Underground Incorporated

by

Fifth Estate # 56, June 19-July 1, 1968

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SAN FRANCISCO, June 12 — Eldridge Cleaver, the Black Panther leader, was released from the California medical facility prison at Vacaville this afternoon on a court order that criticized the cancellation of his parole.

He had been held since April 7 as a parole violator. But Solano County Superior Court Judge Raymond J. Sherwin ordered his release on a $25 nominal bail. Judge Sherwin was critical of the California Adult Authority for ordering the parole revoked.

Cleaver, a minister of information in the Black Panthers, was arrested April 6 after a gun battle between his followers and the Oakland police. He was charged with assault with intent to kill.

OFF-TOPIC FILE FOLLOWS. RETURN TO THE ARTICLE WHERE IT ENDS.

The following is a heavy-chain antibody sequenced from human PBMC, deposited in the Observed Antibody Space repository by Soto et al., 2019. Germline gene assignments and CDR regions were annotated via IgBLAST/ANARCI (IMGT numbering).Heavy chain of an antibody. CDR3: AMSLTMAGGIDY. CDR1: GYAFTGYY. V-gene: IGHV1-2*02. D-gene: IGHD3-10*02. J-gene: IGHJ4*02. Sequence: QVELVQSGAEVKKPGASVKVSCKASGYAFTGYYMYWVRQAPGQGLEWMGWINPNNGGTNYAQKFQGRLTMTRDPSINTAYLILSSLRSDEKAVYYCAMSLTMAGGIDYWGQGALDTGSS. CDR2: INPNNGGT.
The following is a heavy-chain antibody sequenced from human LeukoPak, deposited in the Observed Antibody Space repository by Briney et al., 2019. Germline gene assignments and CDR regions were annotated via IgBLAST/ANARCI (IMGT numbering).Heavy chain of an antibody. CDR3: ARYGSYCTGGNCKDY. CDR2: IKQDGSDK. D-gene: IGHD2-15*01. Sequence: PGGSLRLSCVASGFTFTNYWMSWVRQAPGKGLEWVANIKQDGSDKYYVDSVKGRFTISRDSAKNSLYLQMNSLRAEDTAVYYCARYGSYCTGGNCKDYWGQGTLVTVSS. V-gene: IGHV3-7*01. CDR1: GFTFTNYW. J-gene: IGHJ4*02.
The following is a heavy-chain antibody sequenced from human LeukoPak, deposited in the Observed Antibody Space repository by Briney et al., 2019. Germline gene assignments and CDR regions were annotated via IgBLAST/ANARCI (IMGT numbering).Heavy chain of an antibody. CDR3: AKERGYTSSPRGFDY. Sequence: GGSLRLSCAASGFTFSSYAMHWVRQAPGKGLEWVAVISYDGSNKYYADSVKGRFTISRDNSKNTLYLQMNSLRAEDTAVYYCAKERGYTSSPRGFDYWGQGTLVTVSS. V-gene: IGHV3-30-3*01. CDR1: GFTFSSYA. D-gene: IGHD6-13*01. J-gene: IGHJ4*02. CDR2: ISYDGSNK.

When his gunshot wound in the foot was treated, he was taken to the Vacaville prison with his parole canceled. He had been paroled a year ago after serving nine years of a 14-year sentence for assault with intent to kill.

BERKLEY CALIF, June 10 — An explosion heavily damaged a Selective Service office early Monday after what may have been dynamite was apparently tossed through a window, the police said.

The police said that no one had been injured. All windows were shattered on the ground floor of the multistory office building a half-block from a police station.

PORTLAND, OR. (LNS) — Two hundred recent recipients of the nation’s most prestigious award for graduate study in the United States and Canada have pledged to refuse induction “for the duration of the Vietnam conflict.”